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The Painless Revolution

By David Mendosa

Last Update: June 2, 2001

They are technically called alternative site blood glucose meters. Alternatives to fingertips, these sites are on your forearm and other places that have few nerve endings.

The term alternative sites doesn't sound too exciting. But what is exciting is that most people can now test their blood glucose painlessly most of the time.

‘Alternative sites…meters are a blessing.’

Amira Medical's AtLast meter, reviewed here in the May 2000 issue, was the first alternative sites testing meter to hit the market. It uses only 2 microliters of blood and gives the result in 15 seconds or less. Gentle pumping brings blood to the surface, which you then lance.

Now, with different technologies four new alternative meters give the same painless results. That's because each of these meters use very little blood, 2 to 3 microliters or less.

The newest and most advanced design is the MediSense Sof-Tact from Abbott Laboratories. Introduced to the U.S. market in April, the Sof-Tact's integrated design hides the blood glucose testing within the meter, essentially precluding user error in sampling your blood. Since you can pre-load the meter with a new strip for up to eight hours, you can use it discreetly in public places. The pre-load feature also makes middle-of-the-night testing that much easier as it also is for adults with limited dexterity.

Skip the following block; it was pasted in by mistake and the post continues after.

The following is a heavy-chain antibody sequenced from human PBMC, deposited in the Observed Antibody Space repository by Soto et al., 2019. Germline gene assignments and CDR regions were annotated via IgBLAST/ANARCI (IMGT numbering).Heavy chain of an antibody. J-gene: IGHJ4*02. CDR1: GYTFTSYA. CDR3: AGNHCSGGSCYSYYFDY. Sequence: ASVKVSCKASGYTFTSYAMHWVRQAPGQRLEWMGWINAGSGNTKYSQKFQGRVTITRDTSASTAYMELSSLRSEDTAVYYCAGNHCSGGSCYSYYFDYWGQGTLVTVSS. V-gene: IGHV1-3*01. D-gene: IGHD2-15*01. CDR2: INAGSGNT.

After inserting a new strip and lancet in the meter, you use it by resting it on your arm. When you press the start button, a built-in vacuum pump creates a seal over the area to be lanced. The lancet goes through the test strip and lances the skin. Then the vacuum draws 2-3 microliters of blood to the surface and onto the test strip. Results are ready in 20 seconds.

You can also use the Sof-Tact for traditional fingerstick testing. To do that you use the external port, which is otherwise used for the control solution, calibration, and downloading test results to software. But this requires a lancing device, which is not supplied.

Compared to other meters the Sof-Tact is large. It is 5½ inches long and weighs 10.6 ounces.

At $199.95 list the Sof-Tact is also considerably more expensive that other meters. A box of 50 strips sells for $49.99. MediSense has no plans to offer rebates or trade-ins like those regularly available for other meters, a company spokesperson says.

Like the Sof-Tact, the TheraSense FreeStyle is offered primarily as an alternative site meter. The FreeStyle is unique because it uses only 0.3 microliters of blood, which is about the size of a pinhead and just a fraction of that used by any other meter.

The FreeStyle comes with a special lancing device that has a clear cap where you can see your blood sample. You can also use it for fingertip testing.

The FreeStyle is 3¾ inches long. It weighs only 2.3 ounces.

Listing for $75, the FreeStyle includes a $40 rebate coupon, making the effective list price just $35. A box of 50 strips sells for $38.95.

FastTake and Ultra